Ten-year-old Brandon Singel loves hanging out with his friends and playing like any other kid, but he's is also performing in a 40-show-run of "The Music Man" at the 500-seat Westchester Broadway Theatre.
I have always wondered about the opposing values of allowing children a completely care free childhood—a period without any responsibility that can never be replicated in later years—or maximizing a child's talents and giving them a head-start by exposing them to as many opportunities and experiences as possible.
Brandon’s parents pondered the same question. While his mother Regina Singel, a teacher at , is of the firm belief that “when life throws opportunities into your lap, you go for it,” she admits that Brandon’s father, Brandt Singel, had reservations.
“Brandt wanted to make sure Brandon really wanted to do this and was prepared to give up day camp and a trip to Europe to make it work," Regina explained. "Plus he has seen too many struggling actors and didn’t want to give Brandon a false sense of what this business is all about.”
Brandon literally began performing in the womb, thanks to his mother’s love of community theatre. After performing pregnant with Brandon, Regina had him perform as a baby for the Harrison Players and Brandon has undertaken many roles since.
The two have always been in casts at the same time. They have performed together at the College of New Rochelle, with the Harrison Players and with the Actors Conservatory Theatre in Yonkers, among others.
This type of opportunity does not come without a significant time commitment. Rehearsals for "The Music Man" began in June with rehearsals every day until the July 5 opening date. Brandon would complete a full day at school followed by a four-hour rehearsal.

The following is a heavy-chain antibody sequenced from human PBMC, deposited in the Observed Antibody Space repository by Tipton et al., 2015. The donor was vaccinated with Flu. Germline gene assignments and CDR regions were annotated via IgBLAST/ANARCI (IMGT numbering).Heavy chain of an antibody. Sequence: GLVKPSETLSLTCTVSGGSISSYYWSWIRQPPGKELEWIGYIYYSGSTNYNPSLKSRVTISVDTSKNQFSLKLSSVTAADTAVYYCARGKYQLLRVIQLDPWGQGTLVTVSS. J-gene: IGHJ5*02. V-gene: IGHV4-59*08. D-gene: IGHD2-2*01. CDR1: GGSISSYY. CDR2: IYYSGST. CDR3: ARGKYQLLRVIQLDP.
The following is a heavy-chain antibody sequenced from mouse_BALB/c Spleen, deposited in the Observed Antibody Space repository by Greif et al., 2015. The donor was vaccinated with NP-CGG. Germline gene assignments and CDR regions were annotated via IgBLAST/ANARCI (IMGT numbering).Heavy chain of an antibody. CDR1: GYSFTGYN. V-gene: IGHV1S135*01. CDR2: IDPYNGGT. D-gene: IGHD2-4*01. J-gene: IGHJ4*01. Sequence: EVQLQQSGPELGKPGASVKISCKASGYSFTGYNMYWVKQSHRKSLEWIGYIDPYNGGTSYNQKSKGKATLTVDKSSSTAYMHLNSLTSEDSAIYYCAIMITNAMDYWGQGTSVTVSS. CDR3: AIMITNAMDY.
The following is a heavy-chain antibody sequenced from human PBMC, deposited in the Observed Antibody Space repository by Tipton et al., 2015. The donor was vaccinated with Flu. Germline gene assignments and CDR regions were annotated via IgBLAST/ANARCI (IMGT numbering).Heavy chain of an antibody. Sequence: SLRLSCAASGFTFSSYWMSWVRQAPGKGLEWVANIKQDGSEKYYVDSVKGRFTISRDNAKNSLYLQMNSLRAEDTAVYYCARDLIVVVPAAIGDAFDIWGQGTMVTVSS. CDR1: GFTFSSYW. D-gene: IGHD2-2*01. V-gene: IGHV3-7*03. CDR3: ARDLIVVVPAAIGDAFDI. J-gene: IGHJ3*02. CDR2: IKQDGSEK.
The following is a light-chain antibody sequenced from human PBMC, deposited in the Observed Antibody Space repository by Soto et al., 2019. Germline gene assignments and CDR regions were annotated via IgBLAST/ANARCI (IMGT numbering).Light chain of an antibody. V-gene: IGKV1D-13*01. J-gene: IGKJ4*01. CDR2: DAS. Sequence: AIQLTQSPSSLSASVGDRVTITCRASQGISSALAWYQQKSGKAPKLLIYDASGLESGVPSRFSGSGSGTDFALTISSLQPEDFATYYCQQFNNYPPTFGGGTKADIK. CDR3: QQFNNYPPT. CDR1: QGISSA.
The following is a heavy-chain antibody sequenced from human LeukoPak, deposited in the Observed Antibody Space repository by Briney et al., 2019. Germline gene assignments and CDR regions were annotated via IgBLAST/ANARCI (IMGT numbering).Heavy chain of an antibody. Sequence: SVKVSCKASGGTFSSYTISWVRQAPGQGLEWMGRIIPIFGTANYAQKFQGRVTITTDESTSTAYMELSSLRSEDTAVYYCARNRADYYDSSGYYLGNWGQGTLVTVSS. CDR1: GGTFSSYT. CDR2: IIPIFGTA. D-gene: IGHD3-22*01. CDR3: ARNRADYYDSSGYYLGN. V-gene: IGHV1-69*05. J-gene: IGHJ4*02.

With the show underway, Brandon performs full shows Thursday through Sunday along with two matinee shows twice a week. He gets home around 10:30 p.m., an hour and a half past his usual bedtime. Interestingly enough, Regina says there are no rules as far as she is aware of in community theatre limiting the amount of time children can rehearse or perform.
But Regina says the time commitment is well worth it when balanced with the advantages Brandon has gained.
“This is a fantastic, memorable experience,” she said. “Brandon has learned self confidence, how to get along with people of all ages and how to carry on a conversation with anyone. He has grown up a lot.”
Brandon agrees, saying he doesn’t get nervous and has fun being on stage and interacting with other cast members.
“’The Music Man’ is my favorite role so far because there are more kids in this cast and we are all having a lot of fun,” he said.
Regina says the line of when to pursue an opportunity for a child and when to pull back has to come from the child.
“I would say to mothers to take your cue from your kid, while Brandon initially went into some of his bigger roles kicking and screaming, thinking he didn’t want people looking at him, I didn’t want him to miss the opportunity without at least giving it a try," she said. "He’s just so talented that it would have been a shame for him not to explore this. But if he had hated it when he got into the rehearsals we would have got out of it.”
While Brandon hopes to do another play next summer, his dad can rest easy. Brandon wants to be an architect or an engineer, not an actor.
And just like any kid, he wants to be able to have his cake and eat it too. When asked if he prefers rehearsing or playing with his friends, Brandon’s response was immediate.
“Playing with my friends!”
For reservations to ‘The Music Man’, running through August 26th, call 914-592-2222 or visit www.BroadwayTheatre.com